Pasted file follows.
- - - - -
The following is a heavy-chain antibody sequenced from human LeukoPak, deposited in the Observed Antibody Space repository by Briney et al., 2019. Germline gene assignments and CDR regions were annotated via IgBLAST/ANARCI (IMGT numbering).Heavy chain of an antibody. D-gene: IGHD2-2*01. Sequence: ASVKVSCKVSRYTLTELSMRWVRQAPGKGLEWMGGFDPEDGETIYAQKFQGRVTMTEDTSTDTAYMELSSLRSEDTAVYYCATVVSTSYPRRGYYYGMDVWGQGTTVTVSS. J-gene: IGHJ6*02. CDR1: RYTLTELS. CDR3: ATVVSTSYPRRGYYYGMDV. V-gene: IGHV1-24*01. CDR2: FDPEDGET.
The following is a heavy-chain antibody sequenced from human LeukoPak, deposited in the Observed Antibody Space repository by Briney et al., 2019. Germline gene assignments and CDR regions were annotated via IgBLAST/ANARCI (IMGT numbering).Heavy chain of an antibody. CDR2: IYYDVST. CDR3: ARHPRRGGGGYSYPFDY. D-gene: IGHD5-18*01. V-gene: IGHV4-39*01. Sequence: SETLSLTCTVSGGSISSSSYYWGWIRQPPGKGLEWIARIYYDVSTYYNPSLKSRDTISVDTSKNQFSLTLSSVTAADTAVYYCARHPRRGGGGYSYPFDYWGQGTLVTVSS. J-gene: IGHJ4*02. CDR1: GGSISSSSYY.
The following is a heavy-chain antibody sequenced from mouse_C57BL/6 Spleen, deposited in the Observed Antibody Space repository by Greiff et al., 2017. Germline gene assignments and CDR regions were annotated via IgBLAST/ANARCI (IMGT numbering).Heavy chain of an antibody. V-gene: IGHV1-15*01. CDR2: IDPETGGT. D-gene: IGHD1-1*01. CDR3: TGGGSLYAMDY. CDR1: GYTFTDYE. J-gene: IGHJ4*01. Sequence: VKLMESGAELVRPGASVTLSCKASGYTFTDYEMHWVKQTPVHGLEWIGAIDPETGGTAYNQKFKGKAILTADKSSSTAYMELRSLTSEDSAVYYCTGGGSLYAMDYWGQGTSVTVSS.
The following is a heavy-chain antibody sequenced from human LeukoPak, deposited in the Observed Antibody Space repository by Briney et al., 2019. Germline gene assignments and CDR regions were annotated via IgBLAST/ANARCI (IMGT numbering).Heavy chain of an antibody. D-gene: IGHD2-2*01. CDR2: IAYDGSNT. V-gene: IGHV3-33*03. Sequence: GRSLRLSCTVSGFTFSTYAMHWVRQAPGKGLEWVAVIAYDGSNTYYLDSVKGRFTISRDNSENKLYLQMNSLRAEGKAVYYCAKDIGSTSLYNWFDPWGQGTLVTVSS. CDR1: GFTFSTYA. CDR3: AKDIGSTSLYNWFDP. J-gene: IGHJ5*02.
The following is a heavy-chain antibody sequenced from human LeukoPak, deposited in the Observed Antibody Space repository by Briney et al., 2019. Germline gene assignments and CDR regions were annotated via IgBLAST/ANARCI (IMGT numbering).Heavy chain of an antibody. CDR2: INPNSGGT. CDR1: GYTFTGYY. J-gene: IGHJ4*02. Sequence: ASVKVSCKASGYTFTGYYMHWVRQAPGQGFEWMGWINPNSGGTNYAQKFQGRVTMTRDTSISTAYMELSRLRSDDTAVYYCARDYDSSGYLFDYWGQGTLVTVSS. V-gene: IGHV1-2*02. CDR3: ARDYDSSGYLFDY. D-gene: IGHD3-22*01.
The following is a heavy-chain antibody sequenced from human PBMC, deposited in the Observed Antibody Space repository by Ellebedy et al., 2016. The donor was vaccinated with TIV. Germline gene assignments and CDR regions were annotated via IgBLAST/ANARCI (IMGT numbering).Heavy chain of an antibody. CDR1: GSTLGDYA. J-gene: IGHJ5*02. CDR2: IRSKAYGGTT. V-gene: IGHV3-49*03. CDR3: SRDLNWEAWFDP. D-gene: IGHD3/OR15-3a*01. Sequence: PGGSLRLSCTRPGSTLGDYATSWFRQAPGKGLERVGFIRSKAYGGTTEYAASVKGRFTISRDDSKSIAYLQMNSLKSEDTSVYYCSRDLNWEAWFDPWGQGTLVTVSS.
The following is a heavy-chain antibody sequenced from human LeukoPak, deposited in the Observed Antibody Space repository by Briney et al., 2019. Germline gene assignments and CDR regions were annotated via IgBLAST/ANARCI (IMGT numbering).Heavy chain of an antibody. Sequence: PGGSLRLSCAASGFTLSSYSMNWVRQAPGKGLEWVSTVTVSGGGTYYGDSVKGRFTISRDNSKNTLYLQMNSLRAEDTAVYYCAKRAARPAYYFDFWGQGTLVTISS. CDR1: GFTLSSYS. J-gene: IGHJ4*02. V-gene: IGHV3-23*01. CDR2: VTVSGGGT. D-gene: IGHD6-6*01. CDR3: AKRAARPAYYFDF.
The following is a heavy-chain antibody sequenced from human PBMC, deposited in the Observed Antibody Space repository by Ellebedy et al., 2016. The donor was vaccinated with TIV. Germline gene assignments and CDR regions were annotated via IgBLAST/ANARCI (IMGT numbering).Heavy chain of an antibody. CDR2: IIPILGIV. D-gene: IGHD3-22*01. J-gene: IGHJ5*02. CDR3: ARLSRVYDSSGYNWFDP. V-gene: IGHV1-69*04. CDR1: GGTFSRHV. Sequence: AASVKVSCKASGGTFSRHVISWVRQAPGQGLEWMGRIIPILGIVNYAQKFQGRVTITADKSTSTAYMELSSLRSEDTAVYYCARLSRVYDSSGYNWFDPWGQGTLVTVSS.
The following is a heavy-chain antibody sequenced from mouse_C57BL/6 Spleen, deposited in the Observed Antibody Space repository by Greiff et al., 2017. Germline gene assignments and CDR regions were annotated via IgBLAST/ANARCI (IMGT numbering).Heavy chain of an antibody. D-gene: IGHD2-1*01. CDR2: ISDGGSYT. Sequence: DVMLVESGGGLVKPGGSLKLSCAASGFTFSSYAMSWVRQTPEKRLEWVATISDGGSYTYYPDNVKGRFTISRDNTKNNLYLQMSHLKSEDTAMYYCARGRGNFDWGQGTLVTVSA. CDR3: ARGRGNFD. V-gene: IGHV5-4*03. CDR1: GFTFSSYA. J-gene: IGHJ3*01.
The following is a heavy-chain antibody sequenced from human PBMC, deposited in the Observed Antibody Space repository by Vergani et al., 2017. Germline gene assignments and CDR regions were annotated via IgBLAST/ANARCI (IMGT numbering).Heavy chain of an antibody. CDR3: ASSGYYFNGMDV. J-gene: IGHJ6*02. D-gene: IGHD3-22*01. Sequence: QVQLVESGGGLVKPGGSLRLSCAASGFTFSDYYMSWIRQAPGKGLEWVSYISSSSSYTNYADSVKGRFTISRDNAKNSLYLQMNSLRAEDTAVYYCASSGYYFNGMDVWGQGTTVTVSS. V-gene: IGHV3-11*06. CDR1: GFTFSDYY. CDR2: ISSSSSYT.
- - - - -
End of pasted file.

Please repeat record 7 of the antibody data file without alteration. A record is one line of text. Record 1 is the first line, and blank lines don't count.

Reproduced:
The following is a heavy-chain antibody sequenced from human LeukoPak, deposited in the Observed Antibody Space repository by Briney et al., 2019. Germline gene assignments and CDR regions were annotated via IgBLAST/ANARCI (IMGT numbering).Heavy chain of an antibody. Sequence: PGGSLRLSCAASGFTLSSYSMNWVRQAPGKGLEWVSTVTVSGGGTYYGDSVKGRFTISRDNSKNTLYLQMNSLRAEDTAVYYCAKRAARPAYYFDFWGQGTLVTISS. CDR1: GFTLSSYS. J-gene: IGHJ4*02. V-gene: IGHV3-23*01. CDR2: VTVSGGGT. D-gene: IGHD6-6*01. CDR3: AKRAARPAYYFDF.